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News & Trends - Pharmaceuticals

Small change could make a huge difference to mental health care access

Health Industry Hub | November 4, 2019 |

A small regulatory change to make it compulsory for private hospital day and community based mental health programs to be available under private health insurance could address a key issue from the recent Productivity Commission report – access to care.

Commenting on the draft report Australian Private Hospitals Association (APHA) Acting CEO Lucy Cheetham said the Commission had identified an issue that has long been a barrier to private hospitals providing broader models of care.

The Commission called for: The Australian, State and Territory Governments should reconfigure the mental health system to give all Australians access to mental healthcare, at a level of care that most suits their treatment needs (in line with the stepped care model), and that is timely and culturally appropriate.

“The Commission is exactly right to point to the ‘missing middle’ in mental health services. People with severe mental health conditions need a range of well-coordinated supports and help prevent them from deteriorating to the point where they need acute hospital care. They also need coordinated, multidisciplinary care to support them after discharge from hospital,” she said.

“Thankfully, this could reasonably easily be addressed, at least in part, by making a small regulatory change and extending the default minimum benefit private health insurers must pay on overnight care to day and community out-reach programs as well.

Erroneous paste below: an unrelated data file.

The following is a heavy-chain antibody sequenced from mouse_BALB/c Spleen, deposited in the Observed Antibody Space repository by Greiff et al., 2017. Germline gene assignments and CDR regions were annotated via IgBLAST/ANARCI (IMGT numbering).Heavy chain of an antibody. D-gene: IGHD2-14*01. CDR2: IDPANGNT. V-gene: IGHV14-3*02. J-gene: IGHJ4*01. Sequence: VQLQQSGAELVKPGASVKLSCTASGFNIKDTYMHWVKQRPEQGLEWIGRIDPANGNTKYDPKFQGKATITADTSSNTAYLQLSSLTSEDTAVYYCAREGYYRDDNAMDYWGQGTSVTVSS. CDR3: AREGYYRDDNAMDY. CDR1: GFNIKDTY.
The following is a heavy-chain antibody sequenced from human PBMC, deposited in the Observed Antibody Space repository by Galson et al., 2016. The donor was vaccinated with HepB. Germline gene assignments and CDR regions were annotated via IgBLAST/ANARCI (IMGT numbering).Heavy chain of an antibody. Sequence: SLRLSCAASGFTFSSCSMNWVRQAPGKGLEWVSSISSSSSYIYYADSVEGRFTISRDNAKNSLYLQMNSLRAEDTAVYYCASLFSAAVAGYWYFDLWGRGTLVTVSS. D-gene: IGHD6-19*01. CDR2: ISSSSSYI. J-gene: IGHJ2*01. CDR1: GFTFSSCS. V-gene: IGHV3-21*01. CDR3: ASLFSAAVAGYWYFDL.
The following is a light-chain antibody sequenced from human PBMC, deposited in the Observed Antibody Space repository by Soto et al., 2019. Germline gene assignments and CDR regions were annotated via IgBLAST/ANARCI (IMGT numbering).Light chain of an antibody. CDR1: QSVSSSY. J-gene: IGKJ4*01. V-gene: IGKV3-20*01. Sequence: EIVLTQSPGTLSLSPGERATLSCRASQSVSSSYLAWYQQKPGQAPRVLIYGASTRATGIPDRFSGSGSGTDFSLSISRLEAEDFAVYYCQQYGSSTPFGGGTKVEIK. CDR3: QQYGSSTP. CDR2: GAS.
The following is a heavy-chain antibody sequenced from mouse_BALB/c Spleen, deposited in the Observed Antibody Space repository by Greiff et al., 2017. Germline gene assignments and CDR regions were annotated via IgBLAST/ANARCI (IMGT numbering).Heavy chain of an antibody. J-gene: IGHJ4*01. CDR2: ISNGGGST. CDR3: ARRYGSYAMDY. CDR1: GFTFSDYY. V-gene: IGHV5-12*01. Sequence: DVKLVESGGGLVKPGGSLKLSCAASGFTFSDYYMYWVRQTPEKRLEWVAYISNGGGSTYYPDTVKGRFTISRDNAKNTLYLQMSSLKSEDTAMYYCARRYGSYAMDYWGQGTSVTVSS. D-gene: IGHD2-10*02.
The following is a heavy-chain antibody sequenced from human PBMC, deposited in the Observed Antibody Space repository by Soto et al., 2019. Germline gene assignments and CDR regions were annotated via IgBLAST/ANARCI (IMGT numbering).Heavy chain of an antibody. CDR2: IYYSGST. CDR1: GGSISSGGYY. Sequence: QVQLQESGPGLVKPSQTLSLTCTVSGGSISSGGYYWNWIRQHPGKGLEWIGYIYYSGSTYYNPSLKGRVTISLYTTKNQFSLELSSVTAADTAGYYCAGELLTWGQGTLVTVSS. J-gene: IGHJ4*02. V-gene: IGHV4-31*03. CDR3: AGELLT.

“While the default benefit for overnight care is still very low, it is mandatory for all private health insurance policies and does mean that in a time of crisis patients can go to their hospital of choice.

“However, it does not apply to day programs or hospital out-reach programs and is a barrier to innovative programs being established in the private hospital sector. Our private mental health hospitals are in the perfect position to provide this comprehensive care model with significant expertise built in the treatment of high prevalence disorders over decades, their existing relationship with the patient’s treating psychiatrist as well as their established and trusted therapeutic relationships with patients, their carers and their family,” she said.

Ms Cheetham said a program like Toowong Private Hospital’s award winning Mobile Recovery Support Service is only available to Bupa members, but if a default benefit existed the hospital could offer it to all patients who need it.

“This is real patient-centred care, where the kind of services you can access are not dictated by the private health insurance fund you belong to. If your insurer has not contracted with a private hospital to offer day services, you cannot access it. No contract means no cover, even if you have top level Gold policy,” she said.

She said APHA also welcomes calls by the Productivity Commission to increase the number of training places for psychiatrists including positions in the private sector.

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